“No; there is nothing more humiliating than looking poor in the middle of a lot of rich women.” “How stupid you are!” her husband cried. “Go and see your friend Madame Forestier and ask her to lend you some jewels. You know her well enough for that.” She uttered a cry of joy. “Of course. I had not thought of that.” The next day she went to her friend’s house and told her of her distress. Madame Forestier went to her mirrored wardrobe, took out a large box, brought it back, opened it, and said to Madame Loisel: “Choose, my dear.” First she saw some bracelets, then a pearl necklace, then a gold Venetian cross set with precious stones, of exquisite craftsmanship. She tried on the jewelry in the mirror, hesitated, could not bear to part with them, to give them back. She kept asking: “You have nothing else?” “Why, yes. But I don’t know what you like.” Suddenly she discovered, in a black satin box, a superb diamond necklace, and her heart began to beat with uncontrolled desire. Her hands trembled as she took it. She fastened it around her neck, over her high-necked dress, and stood lost in ecstasy as she looked at herself. Then she asked anxiously, hesitating: “Would you lend me this, just this?” “Why, yes, of course.” She threw her arms around her friend’s neck, embraced her rapturously, then fled with her treasure.*The day of the party arrived. Madame Loisel was a success. She was prettier than all the other women, elegant, gracious, smiling, and full of joy. All the men stared at her, asked her name, tried to be introduced. All the cabinet officials wanted to waltz with her. The minister noticed her.
She danced wildly, with passion, drunk on pleasure, forgetting everything in the triumph of her beauty, in the glory of her success, in a sort of cloud of happiness, made up of all this respect, all this admiration, all these awakened desires, of that sense of triumph that is so sweet to a woman’s heart. She left at about four o’clock in the morning. Her husband had been dozing since midnight in a little deserted anteroom with three other gentlemen whose wives were having a good time. He threw over her shoulders the clothes he had brought for her to go outside in, the modest clothes of an ordinary life, whose poverty contrasted sharply with the elegance of the ball dress. She felt this and wanted to run away, so she wouldn’t be noticed by the other women who were wrapping themselves in expensive furs. Loisel held her back. “Wait a moment, you’ll catch a cold outside. I’ll go and find a cab.” But she would not listen to him, and ran down the stairs. When they were finally in the street, they could not find a cab, and began to look for one, shouting at the cabmen they saw passing in the distance. They walked down toward the Seine in despair, shivering with cold. At last they found on the quay one of those old night cabs that one sees in Paris only after dark, as if they were ashamed to show their shabbiness during the day. They were dropped off at their door in the Rue des Martyrs, and sadly walked up the steps to their apartment. It was all over, for her. And he was remembering that he had to be back at his office at ten o’clock. In front of the mirror, she took off the clothes around her shoulders, taking a final look at herself in all her glory. But suddenly she uttered a cry. She no longer had the necklace round her neck!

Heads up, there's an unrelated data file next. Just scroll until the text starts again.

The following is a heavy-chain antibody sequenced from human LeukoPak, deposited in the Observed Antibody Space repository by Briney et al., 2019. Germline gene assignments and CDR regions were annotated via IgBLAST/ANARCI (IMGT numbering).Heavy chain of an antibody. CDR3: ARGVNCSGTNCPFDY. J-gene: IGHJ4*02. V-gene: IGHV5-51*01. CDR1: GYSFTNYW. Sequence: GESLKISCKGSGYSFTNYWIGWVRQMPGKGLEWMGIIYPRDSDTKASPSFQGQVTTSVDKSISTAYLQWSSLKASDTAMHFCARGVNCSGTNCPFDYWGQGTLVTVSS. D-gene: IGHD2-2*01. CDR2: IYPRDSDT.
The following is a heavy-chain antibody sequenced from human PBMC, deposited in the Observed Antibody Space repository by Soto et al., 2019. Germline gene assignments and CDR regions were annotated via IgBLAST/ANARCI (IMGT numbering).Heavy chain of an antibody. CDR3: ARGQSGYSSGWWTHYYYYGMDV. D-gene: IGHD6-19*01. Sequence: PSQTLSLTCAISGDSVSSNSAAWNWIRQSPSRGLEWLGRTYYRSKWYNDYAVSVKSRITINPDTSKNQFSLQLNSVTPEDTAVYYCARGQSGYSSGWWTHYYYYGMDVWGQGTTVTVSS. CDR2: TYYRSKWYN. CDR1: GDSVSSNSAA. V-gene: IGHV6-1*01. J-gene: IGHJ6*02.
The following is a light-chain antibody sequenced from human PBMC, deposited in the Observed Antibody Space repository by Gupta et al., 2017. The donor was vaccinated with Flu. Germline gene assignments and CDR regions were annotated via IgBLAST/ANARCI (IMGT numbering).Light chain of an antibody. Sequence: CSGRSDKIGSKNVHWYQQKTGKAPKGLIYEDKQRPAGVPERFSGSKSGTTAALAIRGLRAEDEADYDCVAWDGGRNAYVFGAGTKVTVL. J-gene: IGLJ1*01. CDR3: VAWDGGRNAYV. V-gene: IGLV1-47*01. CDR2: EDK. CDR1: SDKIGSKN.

“What is the matter?” asked her husband, already half undressed. She turned towards him, panic-stricken. “I have … I have … I no longer have Madame Forestier’s necklace.” He stood up, distraught. “What! … how! … That’s impossible!” They looked in the folds of her dress, in the folds of her cloak, in her pockets, everywhere. But they could not find it. “Are you sure you still had it on when you left the ball?” he asked. “Yes. I touched it in the hall at the Ministry.” “But if you had lost it in the street we would have heard it fall. It must be in the cab.” “Yes. That’s probably it. Did you take his number?” “No. And you, didn’t you notice it?” “No.” They stared at each other, stunned. At last Loisel put his clothes on again. “I’m going back,” he said, “over the whole route we walked, see if I can find it.” He left. She remained in her ball dress all evening, without the strength to go to bed, sitting on a chair, with no fire, her mind blank. Her husband returned at about seven o’clock. He had found nothing. He went to the police, to the newspapers to offer a reward, to the cab companies, everywhere the tiniest glimmer of hope led him. She waited all day, in the same state of blank despair from before this frightful disaster. Loisel returned in the evening, a hollow, pale figure; he had found nothing. “You must write to your friend,” he said, “tell her you have broken the clasp of her necklace and that you are having it mended. It will give us time to look some more.”